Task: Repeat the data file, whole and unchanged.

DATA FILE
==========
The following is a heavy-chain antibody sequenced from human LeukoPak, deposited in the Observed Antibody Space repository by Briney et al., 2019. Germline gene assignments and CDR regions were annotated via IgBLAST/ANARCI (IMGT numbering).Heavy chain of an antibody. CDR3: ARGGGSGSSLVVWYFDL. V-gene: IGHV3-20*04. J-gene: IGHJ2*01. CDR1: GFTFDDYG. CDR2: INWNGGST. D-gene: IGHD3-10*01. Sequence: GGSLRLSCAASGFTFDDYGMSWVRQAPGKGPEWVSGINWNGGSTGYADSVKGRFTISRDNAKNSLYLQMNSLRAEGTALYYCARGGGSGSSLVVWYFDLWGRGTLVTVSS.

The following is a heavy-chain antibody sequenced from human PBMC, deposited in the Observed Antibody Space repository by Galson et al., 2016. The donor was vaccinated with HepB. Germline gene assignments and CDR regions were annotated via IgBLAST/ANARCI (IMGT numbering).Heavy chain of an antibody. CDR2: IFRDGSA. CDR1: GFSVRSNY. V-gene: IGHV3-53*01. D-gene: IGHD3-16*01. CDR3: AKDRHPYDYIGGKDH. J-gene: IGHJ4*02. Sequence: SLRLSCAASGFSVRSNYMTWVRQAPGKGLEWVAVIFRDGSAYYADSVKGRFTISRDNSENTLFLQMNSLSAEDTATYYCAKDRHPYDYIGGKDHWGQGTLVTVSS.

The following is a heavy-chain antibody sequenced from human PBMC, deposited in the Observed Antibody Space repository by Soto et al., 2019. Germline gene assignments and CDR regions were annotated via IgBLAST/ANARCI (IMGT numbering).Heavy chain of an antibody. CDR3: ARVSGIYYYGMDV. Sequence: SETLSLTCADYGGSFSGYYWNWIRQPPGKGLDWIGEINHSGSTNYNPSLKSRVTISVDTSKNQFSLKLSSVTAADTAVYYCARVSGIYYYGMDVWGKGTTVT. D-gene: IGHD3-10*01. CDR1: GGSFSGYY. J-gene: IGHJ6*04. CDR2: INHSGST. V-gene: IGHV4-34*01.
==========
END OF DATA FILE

The following is a heavy-chain antibody sequenced from human LeukoPak, deposited in the Observed Antibody Space repository by Briney et al., 2019. Germline gene assignments and CDR regions were annotated via IgBLAST/ANARCI (IMGT numbering).Heavy chain of an antibody. CDR3: ARGGGSGSSLVVWYFDL. V-gene: IGHV3-20*04. J-gene: IGHJ2*01. CDR1: GFTFDDYG. CDR2: INWNGGST. D-gene: IGHD3-10*01. Sequence: GGSLRLSCAASGFTFDDYGMSWVRQAPGKGPEWVSGINWNGGSTGYADSVKGRFTISRDNAKNSLYLQMNSLRAEGTALYYCARGGGSGSSLVVWYFDLWGRGTLVTVSS.

The following is a heavy-chain antibody sequenced from human PBMC, deposited in the Observed Antibody Space repository by Galson et al., 2016. The donor was vaccinated with HepB. Germline gene assignments and CDR regions were annotated via IgBLAST/ANARCI (IMGT numbering).Heavy chain of an antibody. CDR2: IFRDGSA. CDR1: GFSVRSNY. V-gene: IGHV3-53*01. D-gene: IGHD3-16*01. CDR3: AKDRHPYDYIGGKDH. J-gene: IGHJ4*02. Sequence: SLRLSCAASGFSVRSNYMTWVRQAPGKGLEWVAVIFRDGSAYYADSVKGRFTISRDNSENTLFLQMNSLSAEDTATYYCAKDRHPYDYIGGKDHWGQGTLVTVSS.

The following is a heavy-chain antibody sequenced from human PBMC, deposited in the Observed Antibody Space repository by Soto et al., 2019. Germline gene assignments and CDR regions were annotated via IgBLAST/ANARCI (IMGT numbering).Heavy chain of an antibody. CDR3: ARVSGIYYYGMDV. Sequence: SETLSLTCADYGGSFSGYYWNWIRQPPGKGLDWIGEINHSGSTNYNPSLKSRVTISVDTSKNQFSLKLSSVTAADTAVYYCARVSGIYYYGMDVWGKGTTVT. D-gene: IGHD3-10*01. CDR1: GGSFSGYY. J-gene: IGHJ6*04. CDR2: INHSGST. V-gene: IGHV4-34*01.